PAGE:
Lest we think that Israel’s problem with Hamas is Israel’s alone, two examples should suffice to explode that myth. Hamas is also America’s problem.
In 2001, leading up to the eventual Iraqi invasion, Iraq had been lobbing missiles at U.S. military reconnaissance aircraft. Tensions were growing. But Iraq was not merely engaged in “defensive” attacks on American aircraft. Saddam Hussein and his cronies were also sending Iraqi troops into Jordan (some 1,500 of them); from there, Iraq delivered weapons and ammunition to Hamas cells in Jordan and in the Palestinian Authority to use against Israel—proof positive of the interconnectedness of the web of terrorism in the Middle East.5
Then there was the visit of Colin Powell, then U.S. secretary of state, to Israel in April 2002. His entourage was scheduled to drive along Highway 1. Palestinian terrorists, posing as Red Crescent medics driving an ambulance, were planning to pull over to the side of the road where they were to detonate a large bomb located in the ambulance as Powell’s motorcade approached. The plot was foiled only because of the diligence of Israel’s security forces, which had been following the suspicious ambulance. The plan had the approval and supervision of the Palestinian leadership.6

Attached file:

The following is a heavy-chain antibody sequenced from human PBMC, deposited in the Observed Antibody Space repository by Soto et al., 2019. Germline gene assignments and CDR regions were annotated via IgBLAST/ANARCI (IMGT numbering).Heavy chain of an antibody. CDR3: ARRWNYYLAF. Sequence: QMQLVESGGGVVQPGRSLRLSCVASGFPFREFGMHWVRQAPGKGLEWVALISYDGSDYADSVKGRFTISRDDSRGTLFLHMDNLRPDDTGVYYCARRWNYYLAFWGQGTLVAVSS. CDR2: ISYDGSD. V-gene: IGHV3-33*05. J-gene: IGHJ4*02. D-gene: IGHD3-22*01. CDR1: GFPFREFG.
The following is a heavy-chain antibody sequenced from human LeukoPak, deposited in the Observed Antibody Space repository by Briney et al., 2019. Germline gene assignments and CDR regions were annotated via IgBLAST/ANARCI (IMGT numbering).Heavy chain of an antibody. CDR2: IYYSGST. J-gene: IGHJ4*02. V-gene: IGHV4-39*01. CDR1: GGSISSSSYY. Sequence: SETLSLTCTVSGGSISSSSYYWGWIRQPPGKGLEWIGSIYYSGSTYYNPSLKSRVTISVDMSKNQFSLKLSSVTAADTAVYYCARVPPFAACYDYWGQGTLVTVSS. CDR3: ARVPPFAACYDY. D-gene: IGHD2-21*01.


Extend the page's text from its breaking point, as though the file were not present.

In the final analysis, it is impossible to separate Israel’s dilemma with Hamas from America’s dilemma with al-Qaida. After all, the only thing distinguishing them is an election.
- Martin Asser, “Will Hamas Ever Recognise [sic] Israel” February 7, 2006 <news.bbc.co.uk/go/pr/fr/-/1/hi/world/middle_east/4686844.stm>.
- Anne Barnard, “They Voted for Hamas, but Were Surprised by Its Victory,” The Boston Globe, February 7, 2006 <boston.com/news/world/articles/2006/02/07/they_voted_for_hamas_but_were_surprised_by_its_victory>.
- Yosseff Bodansky, The High Cost of Peace—How Washington’s Middle East Policy Left America Vulnerable to Terrorism (Roseville, CA: Prima Publishing, 2002), 489-90, 530.
- Steven Erlanger, “Israel to Cooperate With Palestinian Authority for Now,” February 7, 2006 <nytimes.com/2006/02/07/international/middleeast/07mideast.html?ex=1296968400&en= 91c18eb9f7e6b16e&ei=5088&partner=rssnyt&emc=rss>.
- Bodansky, 488–89.
- Ibid., 537.